Paid family leave and its role in the presidential election.
Art Exhibit Showcases Spanish Books, Offers Book Quiz
There’s an art exhibit in downtown Phoenix that many wander into wondering, where’s the art?
Curator Julio Morales let me into the Combine Studios exhibit space. It’s not a traditional art gallery. It’s actually a bookstore, called Librería Donceles.
“So when you come in you know, the first thing that hits you is you can smell the books," Morales said.
The second thing you notice is the sheer number of books. Over 12,000 used books and all of them in Spanish, making this the only Spanish-language bookstore in Phoenix. Morales said the focus is on Spanish authors, not just translations of English-language books. And yes, just like in a real bookstore you can pick up the books and flip through them.
You can browse the sections or you can take a quick quiz and have the exhibit manager find your perfect match. I was curious about this. I filled one out and handed it to Morales.
“Ok, I see an adventure novel here," said Morales.
“So we’re about to look for my adventure novel," I said.
“Right so let’s go into Horror/Mystery first," said Morales.
“There’s some more Agatha Christie up here," I noted.
"Right there’s Stephen King as well," said Morales.
Christie and King. Not exactly Spanish authors, but Morales explains horror is one of the sections where it was harder to find Spanish authors. But then he hands me “my” book.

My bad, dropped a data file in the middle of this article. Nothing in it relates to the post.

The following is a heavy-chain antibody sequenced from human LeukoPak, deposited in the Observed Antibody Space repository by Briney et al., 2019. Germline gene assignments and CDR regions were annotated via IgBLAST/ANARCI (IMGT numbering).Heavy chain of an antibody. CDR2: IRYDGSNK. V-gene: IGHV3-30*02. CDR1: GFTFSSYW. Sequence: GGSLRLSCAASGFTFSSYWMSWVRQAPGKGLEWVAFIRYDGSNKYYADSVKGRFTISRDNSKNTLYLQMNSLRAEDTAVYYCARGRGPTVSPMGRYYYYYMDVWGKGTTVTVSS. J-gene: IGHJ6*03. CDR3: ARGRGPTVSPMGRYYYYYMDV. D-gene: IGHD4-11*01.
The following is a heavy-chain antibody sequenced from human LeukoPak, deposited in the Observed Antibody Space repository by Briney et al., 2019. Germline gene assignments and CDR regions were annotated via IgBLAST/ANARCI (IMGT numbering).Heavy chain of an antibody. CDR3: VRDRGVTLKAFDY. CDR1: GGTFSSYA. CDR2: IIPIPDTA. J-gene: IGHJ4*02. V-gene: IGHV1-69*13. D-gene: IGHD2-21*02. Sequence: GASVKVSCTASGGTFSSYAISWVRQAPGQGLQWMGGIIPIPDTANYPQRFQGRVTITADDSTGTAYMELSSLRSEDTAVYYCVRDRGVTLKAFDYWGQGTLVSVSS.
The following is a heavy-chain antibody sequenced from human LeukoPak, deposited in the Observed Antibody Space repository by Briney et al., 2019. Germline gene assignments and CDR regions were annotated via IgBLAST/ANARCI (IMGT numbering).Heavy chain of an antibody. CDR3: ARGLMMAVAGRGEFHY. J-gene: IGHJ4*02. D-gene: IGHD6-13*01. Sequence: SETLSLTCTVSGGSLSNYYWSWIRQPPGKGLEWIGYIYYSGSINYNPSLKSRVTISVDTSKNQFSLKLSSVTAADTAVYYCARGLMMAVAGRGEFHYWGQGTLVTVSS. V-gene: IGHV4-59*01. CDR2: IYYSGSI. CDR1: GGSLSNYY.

“Leyendas Mexicanas," he said, flipping through the pages.
The book is like a Spanish Brother’s Grimm but with traditional Mexican legends.
The conversation Morales and I have about the book is the point of the exhibit. Morales engages guests in conversation on topics ranging from immigration to ethnic studies, and the artist hopes to educate the community about Latino culture and to question why more Spanish-language books are not readily available in Phoenix.
So where did Helguera get all these books? On the inside cover of Leyendas Mexicanas is a name.
“Raquel Huerta Nava," said Morales.
The donor of the book. She lives in Mexico City, where Helguera is from. All the books are donated. And in exchange for a book, guests make a donation of their own that goes to the Phoenix Public Library Literacy Program.
Librería Donceles is open for browsing Wednesday through Saturday until late June.